Brandon Schenk is great as Tom Collins, a professor and another former roommate. Schenk has a powerful physical and compassionate presence and watching him evolve through the arc of his story is, though gut-wrenching, inspirational.

Playing Collins’ love interest, Angel, is Muggs Leone. Having found an injured Collins and tended to his wounds, the two kindle an immediate and genuine connection that serves as a ray of light throughout the musical. Schenk and Leone together have great chemistry and their scenes are full of love and joy.

Collins brings Angel into the apartment to meet the group and brightens the room with Christmas spirit, singing “Today 4 U” in a sexy Santa ensemble (shoutout to Costume Designer Larissa Norris). Leone embodies the free-spirited vibrancy of Angel, which immediately endears her to every one of Collin’s friends (and the audience). Ivan Davila’s fabulous choreographer has Leone dancing on the table and death-dropping to the floor, with incredible flair and a knowing smile.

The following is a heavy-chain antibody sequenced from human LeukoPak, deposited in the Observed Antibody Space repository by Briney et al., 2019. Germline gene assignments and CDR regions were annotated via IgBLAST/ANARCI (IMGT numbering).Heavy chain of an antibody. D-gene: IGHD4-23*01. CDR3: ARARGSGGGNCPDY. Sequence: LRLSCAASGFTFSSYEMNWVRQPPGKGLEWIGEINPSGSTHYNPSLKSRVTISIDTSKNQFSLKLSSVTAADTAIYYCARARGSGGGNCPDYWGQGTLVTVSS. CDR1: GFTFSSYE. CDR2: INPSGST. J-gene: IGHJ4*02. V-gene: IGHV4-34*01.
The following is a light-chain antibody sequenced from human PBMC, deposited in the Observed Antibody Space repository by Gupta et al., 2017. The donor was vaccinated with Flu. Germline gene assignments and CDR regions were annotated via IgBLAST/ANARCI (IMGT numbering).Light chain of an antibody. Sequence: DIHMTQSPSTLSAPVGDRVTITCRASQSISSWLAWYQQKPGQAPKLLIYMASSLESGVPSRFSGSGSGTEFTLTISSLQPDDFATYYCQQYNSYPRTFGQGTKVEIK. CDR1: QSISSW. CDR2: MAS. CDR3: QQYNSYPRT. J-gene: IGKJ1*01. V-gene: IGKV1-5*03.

Mimi Marquez (Jennifer Soraya Rose) adds her own vivaciousness to the group as the wild and untamable neighbor to Roger and Mark. Rose’s Mimi is seductive and always putting on a show, trying to disguise her struggle with addiction and illness. Roger and Mimi have a clear romantic connection, playfully illustrated in “Light My Candle.” But Rose’s Mimi especially shines in “Out Tonight” as she swings on the scaffolding and entices Grover’s Roger with howling-like vocals begging him to take her “Owooot” tonight. Rose masters the complexity of Mimi’s character; she is tragically lonely and drowning but masks it with intoxicating energy and temptation.